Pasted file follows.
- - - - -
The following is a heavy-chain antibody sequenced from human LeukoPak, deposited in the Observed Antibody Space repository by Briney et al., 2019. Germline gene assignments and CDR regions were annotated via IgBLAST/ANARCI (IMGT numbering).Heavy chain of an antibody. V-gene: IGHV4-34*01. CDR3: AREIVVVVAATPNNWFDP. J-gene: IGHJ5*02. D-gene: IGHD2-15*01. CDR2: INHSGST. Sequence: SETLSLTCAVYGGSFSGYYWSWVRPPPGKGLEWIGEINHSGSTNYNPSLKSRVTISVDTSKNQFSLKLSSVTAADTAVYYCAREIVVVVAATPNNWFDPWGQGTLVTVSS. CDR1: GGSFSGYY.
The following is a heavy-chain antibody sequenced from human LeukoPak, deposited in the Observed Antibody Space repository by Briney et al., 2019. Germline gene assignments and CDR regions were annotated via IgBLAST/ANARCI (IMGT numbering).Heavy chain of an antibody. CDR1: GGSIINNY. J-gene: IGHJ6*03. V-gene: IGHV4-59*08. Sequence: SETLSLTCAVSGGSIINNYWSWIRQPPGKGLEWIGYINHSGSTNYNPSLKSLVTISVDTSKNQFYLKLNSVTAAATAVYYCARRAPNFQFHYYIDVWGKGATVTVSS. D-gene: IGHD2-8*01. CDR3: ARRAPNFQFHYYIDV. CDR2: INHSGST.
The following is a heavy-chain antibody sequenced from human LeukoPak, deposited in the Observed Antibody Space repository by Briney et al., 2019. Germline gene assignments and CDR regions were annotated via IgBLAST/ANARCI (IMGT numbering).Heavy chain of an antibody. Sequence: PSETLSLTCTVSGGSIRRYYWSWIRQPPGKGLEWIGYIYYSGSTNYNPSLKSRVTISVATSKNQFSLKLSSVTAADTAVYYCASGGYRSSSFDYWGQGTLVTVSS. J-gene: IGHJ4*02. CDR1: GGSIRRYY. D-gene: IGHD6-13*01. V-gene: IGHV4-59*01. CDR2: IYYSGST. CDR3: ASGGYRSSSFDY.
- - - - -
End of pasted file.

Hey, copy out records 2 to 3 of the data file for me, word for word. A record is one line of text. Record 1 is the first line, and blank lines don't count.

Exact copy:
The following is a heavy-chain antibody sequenced from human LeukoPak, deposited in the Observed Antibody Space repository by Briney et al., 2019. Germline gene assignments and CDR regions were annotated via IgBLAST/ANARCI (IMGT numbering).Heavy chain of an antibody. CDR1: GGSIINNY. J-gene: IGHJ6*03. V-gene: IGHV4-59*08. Sequence: SETLSLTCAVSGGSIINNYWSWIRQPPGKGLEWIGYINHSGSTNYNPSLKSLVTISVDTSKNQFYLKLNSVTAAATAVYYCARRAPNFQFHYYIDVWGKGATVTVSS. D-gene: IGHD2-8*01. CDR3: ARRAPNFQFHYYIDV. CDR2: INHSGST.
The following is a heavy-chain antibody sequenced from human LeukoPak, deposited in the Observed Antibody Space repository by Briney et al., 2019. Germline gene assignments and CDR regions were annotated via IgBLAST/ANARCI (IMGT numbering).Heavy chain of an antibody. Sequence: PSETLSLTCTVSGGSIRRYYWSWIRQPPGKGLEWIGYIYYSGSTNYNPSLKSRVTISVATSKNQFSLKLSSVTAADTAVYYCASGGYRSSSFDYWGQGTLVTVSS. J-gene: IGHJ4*02. CDR1: GGSIRRYY. D-gene: IGHD6-13*01. V-gene: IGHV4-59*01. CDR2: IYYSGST. CDR3: ASGGYRSSSFDY.